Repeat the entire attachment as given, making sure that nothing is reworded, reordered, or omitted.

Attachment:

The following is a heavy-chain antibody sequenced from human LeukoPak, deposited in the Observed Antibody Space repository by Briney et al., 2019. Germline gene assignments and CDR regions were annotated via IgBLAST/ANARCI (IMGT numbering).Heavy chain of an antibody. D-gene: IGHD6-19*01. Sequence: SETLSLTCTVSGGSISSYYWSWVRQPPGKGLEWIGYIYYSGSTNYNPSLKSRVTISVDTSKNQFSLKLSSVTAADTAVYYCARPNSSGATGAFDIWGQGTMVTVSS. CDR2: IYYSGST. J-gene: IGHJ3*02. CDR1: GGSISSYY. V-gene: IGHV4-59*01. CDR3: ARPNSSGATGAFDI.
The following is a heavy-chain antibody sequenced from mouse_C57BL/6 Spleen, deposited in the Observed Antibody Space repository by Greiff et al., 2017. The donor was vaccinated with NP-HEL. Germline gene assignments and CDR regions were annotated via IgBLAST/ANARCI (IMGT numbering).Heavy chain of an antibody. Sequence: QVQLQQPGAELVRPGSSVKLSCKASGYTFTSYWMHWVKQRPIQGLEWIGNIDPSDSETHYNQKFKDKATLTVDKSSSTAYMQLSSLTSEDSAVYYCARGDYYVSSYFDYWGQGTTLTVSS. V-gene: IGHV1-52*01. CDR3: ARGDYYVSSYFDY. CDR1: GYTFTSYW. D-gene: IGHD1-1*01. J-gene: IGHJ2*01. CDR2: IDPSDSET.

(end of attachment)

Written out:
The following is a heavy-chain antibody sequenced from human LeukoPak, deposited in the Observed Antibody Space repository by Briney et al., 2019. Germline gene assignments and CDR regions were annotated via IgBLAST/ANARCI (IMGT numbering).Heavy chain of an antibody. D-gene: IGHD6-19*01. Sequence: SETLSLTCTVSGGSISSYYWSWVRQPPGKGLEWIGYIYYSGSTNYNPSLKSRVTISVDTSKNQFSLKLSSVTAADTAVYYCARPNSSGATGAFDIWGQGTMVTVSS. CDR2: IYYSGST. J-gene: IGHJ3*02. CDR1: GGSISSYY. V-gene: IGHV4-59*01. CDR3: ARPNSSGATGAFDI.
The following is a heavy-chain antibody sequenced from mouse_C57BL/6 Spleen, deposited in the Observed Antibody Space repository by Greiff et al., 2017. The donor was vaccinated with NP-HEL. Germline gene assignments and CDR regions were annotated via IgBLAST/ANARCI (IMGT numbering).Heavy chain of an antibody. Sequence: QVQLQQPGAELVRPGSSVKLSCKASGYTFTSYWMHWVKQRPIQGLEWIGNIDPSDSETHYNQKFKDKATLTVDKSSSTAYMQLSSLTSEDSAVYYCARGDYYVSSYFDYWGQGTTLTVSS. V-gene: IGHV1-52*01. CDR3: ARGDYYVSSYFDY. CDR1: GYTFTSYW. D-gene: IGHD1-1*01. J-gene: IGHJ2*01. CDR2: IDPSDSET.